Missing American teen found in Seoul, spokesman says
SEOUL, South Korea — A U.S. soldier’s teenage daughter was found safe in Seoul and was reunited with her family Thursday, two weeks after she vanished from Camp Humphreys, a spokesman said.
Fatima Andrea Wdave, 17, was reported missing after she failed to report to her summer job at a sushi restaurant outside the Army garrison, about 35 miles south of the South Korean capital.
The U.S. military put out an all-points bulletin saying she was last seen outside her on-post quarters at about 10:30 p.m. Aug. 10.
U.S. military police picked her up in Seoul after she was located on Thursday and took her back to her family on Humphreys.
“She’s fine. She’s in good shape,” Humphreys garrison spokesman Bob McElroy told Stars and Stripes. “She is back with her family.”
McElroy praised the efforts by U.S. military police and South Korean police who helped find her, saying they acted on a lead.
He declined to immediately release more information about where she's been or other details, saying the family had just been reunited and needed privacy.
“We’re just happy that she’s back,” he said.
The U.S. military put out an all-points bulletin seeking information about Fatima’s whereabouts after her father, Sgt. Francisco Wdave, reported her missing on Aug. 13.
Sgt. Wdave, 39, of El Paso, Texas, is assigned to the 602nd Aviation Support Battallion, 2nd Combat Aviation Brigade.
He transferred to Camp Humphreys with his wife, Fatima, and three other children ages 20, 18 and 3, from Fort Riley, Kan., last year.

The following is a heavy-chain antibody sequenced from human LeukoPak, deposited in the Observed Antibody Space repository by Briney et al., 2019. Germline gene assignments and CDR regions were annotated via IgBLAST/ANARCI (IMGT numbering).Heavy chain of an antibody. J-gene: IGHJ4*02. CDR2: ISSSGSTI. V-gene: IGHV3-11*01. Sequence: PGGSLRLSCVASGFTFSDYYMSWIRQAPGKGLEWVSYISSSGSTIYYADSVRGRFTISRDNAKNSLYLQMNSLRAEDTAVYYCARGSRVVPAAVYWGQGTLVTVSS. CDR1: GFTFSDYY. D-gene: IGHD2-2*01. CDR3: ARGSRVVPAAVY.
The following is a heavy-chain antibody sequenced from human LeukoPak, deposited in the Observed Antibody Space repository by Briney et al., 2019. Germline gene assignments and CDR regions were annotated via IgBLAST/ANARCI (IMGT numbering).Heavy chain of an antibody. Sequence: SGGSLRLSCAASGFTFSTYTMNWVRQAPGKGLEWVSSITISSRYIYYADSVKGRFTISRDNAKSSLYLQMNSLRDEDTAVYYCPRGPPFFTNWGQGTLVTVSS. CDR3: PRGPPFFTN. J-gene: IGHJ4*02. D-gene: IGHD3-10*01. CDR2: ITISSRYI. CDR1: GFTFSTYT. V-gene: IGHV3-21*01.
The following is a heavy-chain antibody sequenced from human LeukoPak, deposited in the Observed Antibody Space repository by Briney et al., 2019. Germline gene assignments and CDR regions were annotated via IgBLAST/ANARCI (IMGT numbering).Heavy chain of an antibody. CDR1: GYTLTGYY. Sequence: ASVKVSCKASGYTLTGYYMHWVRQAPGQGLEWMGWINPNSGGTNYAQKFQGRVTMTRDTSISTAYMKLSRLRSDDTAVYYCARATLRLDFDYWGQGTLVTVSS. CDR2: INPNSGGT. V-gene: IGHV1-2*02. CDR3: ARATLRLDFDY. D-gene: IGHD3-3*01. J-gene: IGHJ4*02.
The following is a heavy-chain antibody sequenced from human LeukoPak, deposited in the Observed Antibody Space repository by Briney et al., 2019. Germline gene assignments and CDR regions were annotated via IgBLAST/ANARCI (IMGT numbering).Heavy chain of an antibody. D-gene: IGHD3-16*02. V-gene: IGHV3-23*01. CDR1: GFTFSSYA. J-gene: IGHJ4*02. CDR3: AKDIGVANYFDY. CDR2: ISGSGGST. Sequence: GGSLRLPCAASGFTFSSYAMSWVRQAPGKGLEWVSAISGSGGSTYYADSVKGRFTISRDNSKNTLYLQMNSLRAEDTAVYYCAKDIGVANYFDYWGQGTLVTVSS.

In an earlier interview, Wdave said the last time he saw his daughter was to say good night before he went to bed on Aug. 10. Nothing appeared out of the ordinary, he said, recalling that she was watching TV and had baked cookies that day.
The family only began to sense something was wrong the next day when her employer called to say she hadn’t shown up for work as scheduled. His wife then searched her room and found everything was normal except for some missing money.
They waited until Aug. 13 to report her missing in hopes that she was off with friends and would return home, Wdave said, adding the family had her passport and other IDs so she was presumed to be in the country.
The all-points bulletin was distributed to military law enforcement channels including South Korean national police, officials said.
Investigators also talked to family and friends, posted flyers seeking information and monitored her social media accounts, officials said.
Wdave, whose last name is pronounced OO-dah-vay, said his daughter loves being in South Korea and was learning the language.
“She’s a very outgoing person. She’s a very happy person,” he said.
Camp Humphreys in Pyeongtaek is the site of a yearslong expansion aimed at making it the main headquarters for U.S. Forces Korea as part of a 2004 relocation agreement with South Korea.
About 28,500 U.S. servicemembers are stationed on the divided peninsula after the 1950-53 Korean War ended in an armistice instead of a peace treaty.